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Uncle Orson Reviews Everything
September 28, 2003

First appeared in print in The Rhinoceros Times, Greensboro, NC.

Prophecy, Calendars, Roly Poly, Matchstick Men

A faithful reader pointed out to me that a prophecy of Isaiah is being fulfilled before our very eyes -- if, that is, our eyes are watching The Bachelor.

"And in that day seven women shall take hold of one man, saying, We will eat our own bread, and wear our own apparel: only let us be called by thy name, to take away our reproach" (Isa. 4:1, KJV).


The calendars are hitting the bookstores again. They do a wonderful job of providing you with colorful art or photographs to grace your wall, giving you variety by letting you change the picture every month.

I buy a ridiculous number of calendars every year. I tear them apart and scan the art, adding it to my collection of desktop "wallpaper." Then I discard the calendars so I'm maintaining only the one copy I paid for.

But what we never do is use these calendars for any practical purpose, like telling what day it is.


Because you can't write on them.

The slick paper that makes those photos look so sharp and vibrant repels ink and graphite.

But there's hope for those of you who actually need a wall calendar on which you can write things.

Go to More Time Moms, a Canadian company that operates a website called, appropriately, www.moretimemoms.com.

Click on the "2004 Family Organizer." Despite the fancy name, it's a calendar. Not only can you write on it, but it comes with stickers that allow you to make certain dates stand out with icons you can recognize from across the room.

We've recommended this calendar to many friends, and every family that's used it swears by it. It's the calendar you'll actually use.


The location at the corner of Battleground and Cornwallis is a dangerous one for restaurants.

Remember Blue Ridge Ice Cream? I think they lost half their customers because the thought of trying to get through that intersection and into a commercial driveway was so daunting that people just gave up and got cheap soft-ice-cream sundaes at McDonalds.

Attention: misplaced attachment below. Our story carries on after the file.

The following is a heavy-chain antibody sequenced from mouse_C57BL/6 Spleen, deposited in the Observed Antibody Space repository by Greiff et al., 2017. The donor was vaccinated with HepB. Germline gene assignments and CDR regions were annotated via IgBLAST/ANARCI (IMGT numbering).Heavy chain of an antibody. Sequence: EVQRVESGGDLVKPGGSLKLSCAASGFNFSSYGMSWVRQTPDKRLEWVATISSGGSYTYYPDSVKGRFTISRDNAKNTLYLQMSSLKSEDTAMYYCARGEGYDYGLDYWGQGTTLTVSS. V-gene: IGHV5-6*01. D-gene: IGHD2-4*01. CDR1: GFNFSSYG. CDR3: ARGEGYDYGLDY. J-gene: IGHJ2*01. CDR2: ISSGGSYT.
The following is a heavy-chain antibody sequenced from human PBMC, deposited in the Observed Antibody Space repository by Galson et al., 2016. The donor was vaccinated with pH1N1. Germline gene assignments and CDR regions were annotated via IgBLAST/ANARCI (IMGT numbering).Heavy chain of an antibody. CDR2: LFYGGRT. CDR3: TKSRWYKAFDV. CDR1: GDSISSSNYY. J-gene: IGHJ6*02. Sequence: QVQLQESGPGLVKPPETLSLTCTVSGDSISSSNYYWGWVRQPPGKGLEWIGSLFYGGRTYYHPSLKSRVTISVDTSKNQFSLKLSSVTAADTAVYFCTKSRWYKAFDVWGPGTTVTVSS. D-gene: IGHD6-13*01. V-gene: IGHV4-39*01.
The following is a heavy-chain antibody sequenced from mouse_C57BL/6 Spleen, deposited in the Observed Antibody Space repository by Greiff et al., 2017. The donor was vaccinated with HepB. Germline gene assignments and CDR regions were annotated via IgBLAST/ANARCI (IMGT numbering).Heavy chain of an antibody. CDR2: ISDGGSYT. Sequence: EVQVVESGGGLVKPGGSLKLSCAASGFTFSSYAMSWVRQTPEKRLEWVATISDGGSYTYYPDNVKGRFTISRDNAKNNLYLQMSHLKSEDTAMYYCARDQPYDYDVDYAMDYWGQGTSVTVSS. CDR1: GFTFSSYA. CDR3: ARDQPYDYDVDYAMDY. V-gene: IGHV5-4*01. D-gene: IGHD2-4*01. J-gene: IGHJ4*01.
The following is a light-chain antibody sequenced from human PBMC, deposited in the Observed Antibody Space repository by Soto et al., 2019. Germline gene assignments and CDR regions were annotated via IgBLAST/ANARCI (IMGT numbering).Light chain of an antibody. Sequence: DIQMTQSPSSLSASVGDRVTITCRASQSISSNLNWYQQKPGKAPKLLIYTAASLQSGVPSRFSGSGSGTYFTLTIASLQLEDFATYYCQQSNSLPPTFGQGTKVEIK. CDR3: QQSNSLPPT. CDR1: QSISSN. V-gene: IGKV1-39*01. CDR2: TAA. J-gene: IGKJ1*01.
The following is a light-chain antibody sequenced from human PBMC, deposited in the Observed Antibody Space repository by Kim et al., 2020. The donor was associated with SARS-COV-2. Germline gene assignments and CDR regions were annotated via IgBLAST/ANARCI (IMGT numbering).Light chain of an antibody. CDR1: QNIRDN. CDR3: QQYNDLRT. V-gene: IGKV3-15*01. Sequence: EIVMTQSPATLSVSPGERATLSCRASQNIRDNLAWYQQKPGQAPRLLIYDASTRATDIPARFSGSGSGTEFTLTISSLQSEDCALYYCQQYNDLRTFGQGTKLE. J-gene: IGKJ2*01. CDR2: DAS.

Now another restaurant is braving the difficult location, this time one building back from Battleground so it's even less visible. But I urge you to give it a try.

Roly Poly Sandwiches sells California rolls, or "wraps." It's a franchise with ten locations in North Carolina, but only the one in Greensboro.

The variety of wraps you can create is stunning, and because each one is made only after you order it, you can get exactly what you want.

The ingredients are fresh and good, and the sandwich-makers are careful -- there's nothing sloppy or second-rate.

In fact, they're so careful that you may wait for your food a little longer than you're used to at fast-food places. But it's worth the wait.

Just be aware that for reasons unknown to us, they close fairly early in the evening, so you want to stop by before the movie.


Matchstick Men is an absolutely astonishing movie.

In some ways, it feels like an art film. Lighting and camera angles look like Ridley Scott is trying extra hard for atmosphere, and the main character, a con man plagued with obsessive-compulsive disorder, looks like the sort of quirky character Nicholas Cage plays when he's going for an Oscar instead of big box office.

But all that arty-looking stuff is part of the con on the audience. True, it has led some confused reviewers to say bad things about the movie because, far from being an art film, it is actually the kind of deeply human film that regular audience members will enjoy.

In fact, it's such a wild ride that I can hardly say anything about it without giving stuff away that you will want to find out for yourself.

Let's just say that it looks like it's a caper movie in the tradition of The Italian Job and The Sting ... but it's not. Or, well, it is, but it's also much more than that.

Cage's relationships with his partner, played deliciously by Sam Rockwell, and with his long-lost daughter, played by the scene-stealing Alison Lohman, are utterly believable, as we watch him try to do one last job for his partner's sake, while trying to find out what it means to have a daughter in his life.

And he is transformed, so that when everything comes clear at the end you realize that you can't tell winners from losers until you know their hearts.

I loved this movie, precisely because instead of trying to impress you, it's designed to steal your heart and make you see your own life and family with a different perspective.

Not only that, you get to see Nicholas Cage at his brilliant, heartfelt best.

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